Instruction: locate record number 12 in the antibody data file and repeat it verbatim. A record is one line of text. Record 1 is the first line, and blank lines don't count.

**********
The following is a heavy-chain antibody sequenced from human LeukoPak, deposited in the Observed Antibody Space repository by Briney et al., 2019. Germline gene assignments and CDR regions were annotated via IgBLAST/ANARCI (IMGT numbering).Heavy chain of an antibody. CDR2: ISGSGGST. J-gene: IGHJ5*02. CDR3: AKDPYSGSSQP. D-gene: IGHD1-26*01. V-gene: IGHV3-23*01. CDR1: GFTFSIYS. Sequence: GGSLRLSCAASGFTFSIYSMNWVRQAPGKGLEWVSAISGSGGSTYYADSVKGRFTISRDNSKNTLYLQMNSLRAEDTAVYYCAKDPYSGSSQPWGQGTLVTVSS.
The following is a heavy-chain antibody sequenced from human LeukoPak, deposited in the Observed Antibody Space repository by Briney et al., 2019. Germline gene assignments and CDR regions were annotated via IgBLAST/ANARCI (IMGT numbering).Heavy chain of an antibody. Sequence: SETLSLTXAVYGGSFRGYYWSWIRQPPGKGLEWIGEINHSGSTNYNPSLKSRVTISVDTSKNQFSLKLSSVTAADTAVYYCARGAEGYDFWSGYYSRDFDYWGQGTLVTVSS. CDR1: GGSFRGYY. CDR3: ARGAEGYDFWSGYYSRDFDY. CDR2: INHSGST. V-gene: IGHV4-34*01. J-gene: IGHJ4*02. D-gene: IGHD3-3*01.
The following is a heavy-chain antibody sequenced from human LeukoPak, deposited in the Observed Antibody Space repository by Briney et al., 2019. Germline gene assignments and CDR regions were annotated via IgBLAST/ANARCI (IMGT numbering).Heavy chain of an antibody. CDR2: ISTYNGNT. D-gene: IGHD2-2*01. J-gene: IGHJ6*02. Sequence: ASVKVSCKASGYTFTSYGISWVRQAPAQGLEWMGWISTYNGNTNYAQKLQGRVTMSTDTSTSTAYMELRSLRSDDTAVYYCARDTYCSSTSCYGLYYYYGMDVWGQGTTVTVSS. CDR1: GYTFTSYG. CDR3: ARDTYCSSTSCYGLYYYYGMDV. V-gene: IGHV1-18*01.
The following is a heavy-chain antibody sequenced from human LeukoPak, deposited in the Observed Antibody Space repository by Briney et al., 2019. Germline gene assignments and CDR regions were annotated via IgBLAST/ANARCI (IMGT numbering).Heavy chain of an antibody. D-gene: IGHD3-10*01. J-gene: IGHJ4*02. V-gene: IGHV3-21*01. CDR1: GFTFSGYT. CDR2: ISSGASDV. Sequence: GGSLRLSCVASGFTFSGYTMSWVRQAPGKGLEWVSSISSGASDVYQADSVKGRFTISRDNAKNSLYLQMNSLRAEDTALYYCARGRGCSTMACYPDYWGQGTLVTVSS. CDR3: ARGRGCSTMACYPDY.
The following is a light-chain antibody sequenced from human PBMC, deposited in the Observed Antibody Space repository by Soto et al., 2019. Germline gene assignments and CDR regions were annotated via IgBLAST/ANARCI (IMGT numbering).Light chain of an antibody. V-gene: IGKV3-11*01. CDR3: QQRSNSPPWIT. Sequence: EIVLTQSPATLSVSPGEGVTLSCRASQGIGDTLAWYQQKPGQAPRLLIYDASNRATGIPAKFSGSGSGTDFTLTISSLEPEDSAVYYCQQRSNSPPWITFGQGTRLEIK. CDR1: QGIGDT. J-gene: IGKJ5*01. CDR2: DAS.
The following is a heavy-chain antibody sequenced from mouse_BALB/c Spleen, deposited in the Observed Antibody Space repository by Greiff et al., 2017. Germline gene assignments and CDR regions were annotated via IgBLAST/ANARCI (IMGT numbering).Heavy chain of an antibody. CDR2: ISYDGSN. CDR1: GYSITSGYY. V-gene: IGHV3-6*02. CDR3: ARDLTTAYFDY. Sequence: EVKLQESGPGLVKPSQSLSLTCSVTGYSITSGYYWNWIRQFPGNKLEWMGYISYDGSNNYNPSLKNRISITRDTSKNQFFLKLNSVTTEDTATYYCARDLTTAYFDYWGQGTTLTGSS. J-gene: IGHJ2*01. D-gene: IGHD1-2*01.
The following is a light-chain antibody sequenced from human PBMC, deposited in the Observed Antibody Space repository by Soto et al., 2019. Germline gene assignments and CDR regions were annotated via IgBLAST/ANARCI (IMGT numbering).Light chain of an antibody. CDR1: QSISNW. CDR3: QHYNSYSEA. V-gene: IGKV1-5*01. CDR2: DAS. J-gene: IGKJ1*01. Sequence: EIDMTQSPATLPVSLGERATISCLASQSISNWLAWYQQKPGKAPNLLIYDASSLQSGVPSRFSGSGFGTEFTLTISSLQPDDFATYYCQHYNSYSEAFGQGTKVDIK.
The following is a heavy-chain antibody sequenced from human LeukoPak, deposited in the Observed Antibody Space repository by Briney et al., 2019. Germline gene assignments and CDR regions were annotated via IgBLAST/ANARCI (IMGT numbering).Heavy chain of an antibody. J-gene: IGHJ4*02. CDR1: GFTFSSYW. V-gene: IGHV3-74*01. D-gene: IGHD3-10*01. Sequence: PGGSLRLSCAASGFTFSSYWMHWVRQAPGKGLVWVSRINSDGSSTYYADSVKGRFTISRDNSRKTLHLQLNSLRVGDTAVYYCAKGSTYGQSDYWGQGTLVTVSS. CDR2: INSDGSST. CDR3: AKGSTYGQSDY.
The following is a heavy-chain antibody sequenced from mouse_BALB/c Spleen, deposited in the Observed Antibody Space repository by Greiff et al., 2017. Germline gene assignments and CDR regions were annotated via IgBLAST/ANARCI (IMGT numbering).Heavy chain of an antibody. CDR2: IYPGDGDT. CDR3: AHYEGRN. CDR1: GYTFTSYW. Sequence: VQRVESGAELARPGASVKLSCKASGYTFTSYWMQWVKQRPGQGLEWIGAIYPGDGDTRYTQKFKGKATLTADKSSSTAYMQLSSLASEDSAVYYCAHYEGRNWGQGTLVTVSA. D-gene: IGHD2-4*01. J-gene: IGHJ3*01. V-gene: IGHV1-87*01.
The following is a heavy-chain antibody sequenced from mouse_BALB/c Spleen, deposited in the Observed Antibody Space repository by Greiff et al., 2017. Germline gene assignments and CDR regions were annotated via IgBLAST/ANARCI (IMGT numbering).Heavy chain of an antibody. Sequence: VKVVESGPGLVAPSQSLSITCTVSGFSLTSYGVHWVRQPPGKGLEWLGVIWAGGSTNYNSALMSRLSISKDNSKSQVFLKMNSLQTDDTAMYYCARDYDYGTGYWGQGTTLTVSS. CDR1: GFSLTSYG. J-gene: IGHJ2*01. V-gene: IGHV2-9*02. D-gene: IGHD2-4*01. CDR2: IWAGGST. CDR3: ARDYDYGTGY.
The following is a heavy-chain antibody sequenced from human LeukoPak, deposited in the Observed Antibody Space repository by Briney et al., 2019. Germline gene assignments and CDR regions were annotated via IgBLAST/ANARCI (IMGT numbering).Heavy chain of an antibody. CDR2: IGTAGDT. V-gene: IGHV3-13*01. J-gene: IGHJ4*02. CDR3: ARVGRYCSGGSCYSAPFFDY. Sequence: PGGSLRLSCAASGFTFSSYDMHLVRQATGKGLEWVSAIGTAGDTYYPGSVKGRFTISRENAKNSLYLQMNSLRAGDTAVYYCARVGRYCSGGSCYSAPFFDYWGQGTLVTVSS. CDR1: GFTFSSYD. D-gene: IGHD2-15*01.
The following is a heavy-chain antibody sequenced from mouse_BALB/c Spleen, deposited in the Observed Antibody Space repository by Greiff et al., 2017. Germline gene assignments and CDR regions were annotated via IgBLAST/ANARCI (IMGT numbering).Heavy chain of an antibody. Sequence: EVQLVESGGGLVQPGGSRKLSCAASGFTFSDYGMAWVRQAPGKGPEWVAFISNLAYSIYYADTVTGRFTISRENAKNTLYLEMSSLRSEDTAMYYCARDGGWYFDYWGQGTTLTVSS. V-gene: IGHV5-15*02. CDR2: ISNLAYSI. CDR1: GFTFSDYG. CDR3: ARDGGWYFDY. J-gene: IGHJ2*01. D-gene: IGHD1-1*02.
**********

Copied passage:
The following is a heavy-chain antibody sequenced from mouse_BALB/c Spleen, deposited in the Observed Antibody Space repository by Greiff et al., 2017. Germline gene assignments and CDR regions were annotated via IgBLAST/ANARCI (IMGT numbering).Heavy chain of an antibody. Sequence: EVQLVESGGGLVQPGGSRKLSCAASGFTFSDYGMAWVRQAPGKGPEWVAFISNLAYSIYYADTVTGRFTISRENAKNTLYLEMSSLRSEDTAMYYCARDGGWYFDYWGQGTTLTVSS. V-gene: IGHV5-15*02. CDR2: ISNLAYSI. CDR1: GFTFSDYG. CDR3: ARDGGWYFDY. J-gene: IGHJ2*01. D-gene: IGHD1-1*02.